NIH publishes the largest genomic study on type 2 diabetes in sub-Saharan African populations
Researchers show critical association between diabetes and previously unlinked ZRANB3 gene.
National Institute of Health researchers have reported the largest genomic study of type 2 diabetes (T2D) in sub-Saharan Africans, with data from more than 5,000 individuals from Nigeria, Ghana and Kenya. Researchers confirmed known genomic variants and identified a novel gene ZRANB3, which may influence susceptibility to the disease in sub-Saharan African populations. The gene could also influence the development of T2D in other populations and inform further research.
In a study published in the journal Nature Communications, researchers analyzed genomic data available on participants through the Africa America Diabetes Mellitus study, the single largest diabetes genomic association study conducted on the continent. Using the information available from 5,231 people, they found many genomic variants to be significantly associated with T2D.
The findings replicate results for many of the variants which other research studies have already implicated in T2D in mostly European ancestry populations. The work was funded by the National Human Genome Research Institute (NHGRI), the National Institute of Diabetes and Digestive and Kidney Diseases and the Office of the Director at the National Institutes of Health.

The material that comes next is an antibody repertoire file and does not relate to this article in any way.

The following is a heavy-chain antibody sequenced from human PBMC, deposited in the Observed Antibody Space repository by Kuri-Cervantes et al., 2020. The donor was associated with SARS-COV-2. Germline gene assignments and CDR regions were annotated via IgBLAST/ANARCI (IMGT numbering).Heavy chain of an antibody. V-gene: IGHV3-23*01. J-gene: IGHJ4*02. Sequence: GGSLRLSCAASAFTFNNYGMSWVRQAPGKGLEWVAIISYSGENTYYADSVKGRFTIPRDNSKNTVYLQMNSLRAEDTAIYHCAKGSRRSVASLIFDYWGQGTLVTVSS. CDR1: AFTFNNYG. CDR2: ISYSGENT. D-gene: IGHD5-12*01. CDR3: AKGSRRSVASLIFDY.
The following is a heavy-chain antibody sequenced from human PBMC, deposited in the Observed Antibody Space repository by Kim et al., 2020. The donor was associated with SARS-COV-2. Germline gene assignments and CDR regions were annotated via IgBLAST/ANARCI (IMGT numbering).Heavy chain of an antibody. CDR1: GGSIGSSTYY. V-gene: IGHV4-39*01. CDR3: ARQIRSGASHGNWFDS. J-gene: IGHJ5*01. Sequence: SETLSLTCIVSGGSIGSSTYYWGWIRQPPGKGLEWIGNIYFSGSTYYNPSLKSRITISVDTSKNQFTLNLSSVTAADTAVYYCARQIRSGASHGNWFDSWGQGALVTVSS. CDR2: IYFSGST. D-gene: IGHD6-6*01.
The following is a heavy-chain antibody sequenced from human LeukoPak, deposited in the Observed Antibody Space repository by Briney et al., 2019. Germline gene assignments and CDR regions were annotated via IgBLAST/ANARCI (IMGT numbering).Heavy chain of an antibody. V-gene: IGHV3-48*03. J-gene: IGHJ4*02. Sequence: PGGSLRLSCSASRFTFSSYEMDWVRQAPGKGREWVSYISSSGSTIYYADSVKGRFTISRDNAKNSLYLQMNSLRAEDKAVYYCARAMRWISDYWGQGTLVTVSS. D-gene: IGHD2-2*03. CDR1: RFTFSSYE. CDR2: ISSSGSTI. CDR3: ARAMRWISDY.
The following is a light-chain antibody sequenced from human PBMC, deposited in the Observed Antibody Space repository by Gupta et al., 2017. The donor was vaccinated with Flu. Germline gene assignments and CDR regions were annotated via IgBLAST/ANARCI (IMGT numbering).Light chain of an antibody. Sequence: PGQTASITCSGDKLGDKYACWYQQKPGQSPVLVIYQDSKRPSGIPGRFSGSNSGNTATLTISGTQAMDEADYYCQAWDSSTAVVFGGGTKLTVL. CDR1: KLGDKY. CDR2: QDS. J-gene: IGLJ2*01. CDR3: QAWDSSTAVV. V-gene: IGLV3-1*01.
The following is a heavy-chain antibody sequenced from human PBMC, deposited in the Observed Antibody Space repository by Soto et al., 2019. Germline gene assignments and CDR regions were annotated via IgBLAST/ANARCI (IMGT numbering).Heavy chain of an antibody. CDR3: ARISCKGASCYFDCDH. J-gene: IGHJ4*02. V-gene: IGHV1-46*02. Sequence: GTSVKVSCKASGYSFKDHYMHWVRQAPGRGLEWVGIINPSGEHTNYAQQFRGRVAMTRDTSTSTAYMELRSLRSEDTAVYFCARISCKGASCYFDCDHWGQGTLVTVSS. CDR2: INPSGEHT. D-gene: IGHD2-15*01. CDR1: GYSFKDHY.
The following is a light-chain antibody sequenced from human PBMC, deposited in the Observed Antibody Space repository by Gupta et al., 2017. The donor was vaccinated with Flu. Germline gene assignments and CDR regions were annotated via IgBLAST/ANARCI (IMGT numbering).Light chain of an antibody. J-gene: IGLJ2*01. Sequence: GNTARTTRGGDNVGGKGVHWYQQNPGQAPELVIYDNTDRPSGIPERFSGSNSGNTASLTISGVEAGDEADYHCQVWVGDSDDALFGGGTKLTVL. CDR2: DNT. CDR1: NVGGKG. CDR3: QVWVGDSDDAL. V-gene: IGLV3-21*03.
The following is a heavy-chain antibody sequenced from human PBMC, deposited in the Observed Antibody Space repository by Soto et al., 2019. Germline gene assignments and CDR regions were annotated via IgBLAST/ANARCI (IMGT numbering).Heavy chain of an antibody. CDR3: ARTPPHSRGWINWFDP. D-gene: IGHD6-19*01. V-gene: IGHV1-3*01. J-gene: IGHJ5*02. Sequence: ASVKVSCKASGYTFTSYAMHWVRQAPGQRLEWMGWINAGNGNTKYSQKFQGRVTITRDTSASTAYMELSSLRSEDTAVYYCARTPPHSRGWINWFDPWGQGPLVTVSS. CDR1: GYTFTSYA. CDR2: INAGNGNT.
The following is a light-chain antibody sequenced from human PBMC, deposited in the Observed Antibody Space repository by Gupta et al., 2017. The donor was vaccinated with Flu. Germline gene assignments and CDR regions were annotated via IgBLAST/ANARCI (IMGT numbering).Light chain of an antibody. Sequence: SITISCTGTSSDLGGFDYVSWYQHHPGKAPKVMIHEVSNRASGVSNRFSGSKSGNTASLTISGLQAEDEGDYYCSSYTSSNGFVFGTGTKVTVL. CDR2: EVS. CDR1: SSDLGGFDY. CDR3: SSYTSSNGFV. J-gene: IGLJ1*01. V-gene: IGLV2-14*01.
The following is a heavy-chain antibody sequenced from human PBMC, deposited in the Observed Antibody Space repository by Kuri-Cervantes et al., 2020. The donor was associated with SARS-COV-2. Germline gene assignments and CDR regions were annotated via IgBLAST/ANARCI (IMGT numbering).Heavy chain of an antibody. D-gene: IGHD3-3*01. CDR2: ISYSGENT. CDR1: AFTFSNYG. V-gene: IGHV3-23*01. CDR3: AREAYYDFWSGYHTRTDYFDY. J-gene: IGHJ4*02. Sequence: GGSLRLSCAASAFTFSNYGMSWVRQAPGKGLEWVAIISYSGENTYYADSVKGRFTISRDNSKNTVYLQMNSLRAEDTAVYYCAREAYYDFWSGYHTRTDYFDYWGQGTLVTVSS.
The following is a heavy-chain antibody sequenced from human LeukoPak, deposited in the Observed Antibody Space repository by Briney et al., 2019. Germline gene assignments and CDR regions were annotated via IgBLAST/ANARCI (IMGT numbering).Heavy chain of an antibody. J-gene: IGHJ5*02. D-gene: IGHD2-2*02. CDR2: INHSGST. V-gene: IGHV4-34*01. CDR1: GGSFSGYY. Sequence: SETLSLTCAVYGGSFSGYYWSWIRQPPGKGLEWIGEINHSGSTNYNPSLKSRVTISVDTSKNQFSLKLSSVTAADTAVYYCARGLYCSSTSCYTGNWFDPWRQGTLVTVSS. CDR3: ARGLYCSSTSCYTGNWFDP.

“Africa is the original cradle of all humanity, to which all humans can trace their genetic origin,” said Francis S. Collins, M.D., Ph.D., co-author of the paper and senior investigator with the NHGRI Medical Genomics and Metabolic Genetics Branch. “Thus, studying the genomes of Africans offers important opportunities to understand genetic variation across all human populations.”
To better understand how ZRANB3 was involved in T2D, the researchers studied its effects on zebrafish pancreas. The pancreas is one of the key organs involved in T2D, because their β-cells release insulin as a response to rising glucose in the bloodstream.
“In the early days of large-scale genomic studies, we did not know the effect of genes we found through our statistical tests,” said Dr. Adebowale Adeyemo, NHGRI researcher and first author of the paper. “But with the availability of new genomic tools, our next step was to ask: What does ZRANB3 do? How does it confer risk for T2D, and by what mechanisms does it act? That is the knowledge that will help the results become actionable for patients.”
Working with Dr. Norann Zaghloul of the University of Maryland, the researchers used a CRISPR-Cas9 DNA editing system to make the ZRANB3 gene inoperative in zebrafish (called a ‘knockout’). They also used biological tools to reduce the expression of the ZRANB3 gene in different zebrafish. In both cases, researchers observed a reduction in β-cell numbers in the developing zebrafish embryo. They realized it was because the β-cells were being destroyed when the ZRANB3 gene was inactive.